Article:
The foot is by far the most valid device that man possesses for controlling the environment subjected to the law of gravity. The genetic information gives the breech structure the underlying modeling. Environmental information flows into genetics which gradually memorize it over the generations, enhancing the genesis of antigravity prerogatives. The cultural factor, however, interferes with this development by altering the environmental information (for example by creating inadequate terrain and shoes) thus causing an evolutionary delay.
"The truth of the specific motion of man is hidden between the coils of a helix". R. Paparella Braid
The foot is a diaphragm interposed between external (environmental) forces and internal (muscular) forces, which meet, contrast and finally merge in it for the affirmation of the condition of equilibrium. The foot is a "spatial" structure that is capable of absorbing and distributing forces, relative to the infinite planes of space.
The structure of the foot is a unique masterpiece of architecture, or rather of biomechanics, with its 26 bones, 33 joints and 20 muscles. Functionally and structurally, it is possible to divide the foot into:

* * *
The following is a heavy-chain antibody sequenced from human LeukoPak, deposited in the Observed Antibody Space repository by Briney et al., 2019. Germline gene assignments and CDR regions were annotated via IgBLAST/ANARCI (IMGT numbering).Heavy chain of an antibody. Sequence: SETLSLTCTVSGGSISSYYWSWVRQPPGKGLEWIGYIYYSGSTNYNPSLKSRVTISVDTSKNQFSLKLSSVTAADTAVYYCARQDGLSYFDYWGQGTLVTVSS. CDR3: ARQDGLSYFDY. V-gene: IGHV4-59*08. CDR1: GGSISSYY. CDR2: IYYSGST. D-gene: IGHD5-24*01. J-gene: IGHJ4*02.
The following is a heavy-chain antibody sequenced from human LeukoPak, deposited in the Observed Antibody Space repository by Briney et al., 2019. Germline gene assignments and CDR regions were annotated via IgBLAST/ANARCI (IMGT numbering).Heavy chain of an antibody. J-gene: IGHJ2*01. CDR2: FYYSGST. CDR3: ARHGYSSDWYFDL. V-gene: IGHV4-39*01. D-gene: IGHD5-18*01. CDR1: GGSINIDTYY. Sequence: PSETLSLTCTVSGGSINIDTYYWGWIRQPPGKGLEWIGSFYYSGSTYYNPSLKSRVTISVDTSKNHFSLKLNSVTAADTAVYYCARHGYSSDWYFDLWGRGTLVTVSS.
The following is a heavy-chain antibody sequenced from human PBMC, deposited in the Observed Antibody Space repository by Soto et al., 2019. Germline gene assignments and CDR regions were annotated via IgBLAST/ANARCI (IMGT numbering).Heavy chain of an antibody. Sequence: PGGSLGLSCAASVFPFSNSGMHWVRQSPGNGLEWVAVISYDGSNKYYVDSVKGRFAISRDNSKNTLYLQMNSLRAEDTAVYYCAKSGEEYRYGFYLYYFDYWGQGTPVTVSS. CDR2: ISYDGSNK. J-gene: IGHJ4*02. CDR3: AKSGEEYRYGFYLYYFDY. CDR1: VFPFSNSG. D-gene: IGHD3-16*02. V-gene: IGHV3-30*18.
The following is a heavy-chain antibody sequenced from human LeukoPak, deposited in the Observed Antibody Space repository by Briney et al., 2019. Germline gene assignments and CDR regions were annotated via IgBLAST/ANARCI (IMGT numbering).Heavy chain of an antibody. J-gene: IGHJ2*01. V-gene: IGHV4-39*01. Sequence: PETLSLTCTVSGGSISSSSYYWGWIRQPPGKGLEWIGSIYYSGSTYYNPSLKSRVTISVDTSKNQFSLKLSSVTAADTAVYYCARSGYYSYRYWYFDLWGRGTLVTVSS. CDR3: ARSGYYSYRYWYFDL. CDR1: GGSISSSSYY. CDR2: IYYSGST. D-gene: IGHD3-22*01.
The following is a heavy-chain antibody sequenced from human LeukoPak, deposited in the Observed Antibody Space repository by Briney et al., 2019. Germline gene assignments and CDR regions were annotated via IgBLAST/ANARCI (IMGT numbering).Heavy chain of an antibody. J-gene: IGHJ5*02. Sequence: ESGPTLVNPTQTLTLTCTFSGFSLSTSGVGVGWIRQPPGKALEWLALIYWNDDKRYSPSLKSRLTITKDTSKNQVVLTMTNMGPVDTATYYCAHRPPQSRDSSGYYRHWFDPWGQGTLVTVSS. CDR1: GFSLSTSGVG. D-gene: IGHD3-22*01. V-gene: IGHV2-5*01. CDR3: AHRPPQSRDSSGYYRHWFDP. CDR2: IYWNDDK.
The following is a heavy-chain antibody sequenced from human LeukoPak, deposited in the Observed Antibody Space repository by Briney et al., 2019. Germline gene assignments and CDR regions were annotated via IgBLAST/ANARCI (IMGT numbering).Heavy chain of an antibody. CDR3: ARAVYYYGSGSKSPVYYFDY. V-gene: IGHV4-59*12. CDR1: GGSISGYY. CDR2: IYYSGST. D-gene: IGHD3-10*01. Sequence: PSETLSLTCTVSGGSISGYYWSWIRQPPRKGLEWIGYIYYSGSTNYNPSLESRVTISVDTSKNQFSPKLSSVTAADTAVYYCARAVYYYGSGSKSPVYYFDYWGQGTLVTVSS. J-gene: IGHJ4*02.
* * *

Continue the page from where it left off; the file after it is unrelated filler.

- rear foot formed by talus and calcaneus, central device "of the biomechanical control of gravity;
- forefoot formed by scaphoid, cuboid, 3 cuneiforms (also called midfoot; the midfoot plus the rear foot forms the tarsus), 5 metatarsal rays (metatarsal) and the phalanges of the 5 fingers; acts as an "adapter and reactor".
Other articles on 'Posture and Wellness - Foot and Posture'
- Posture and well-being - Importance of plantar support
- Posture and well-being - Incorrect Podalic Support
- Posture and well-being - Functional Scoliosis
- Posture and well-being - Organic dysfunctions of postural origin
- Posture and well-being - Postural examination and re-education
- Posture and well-being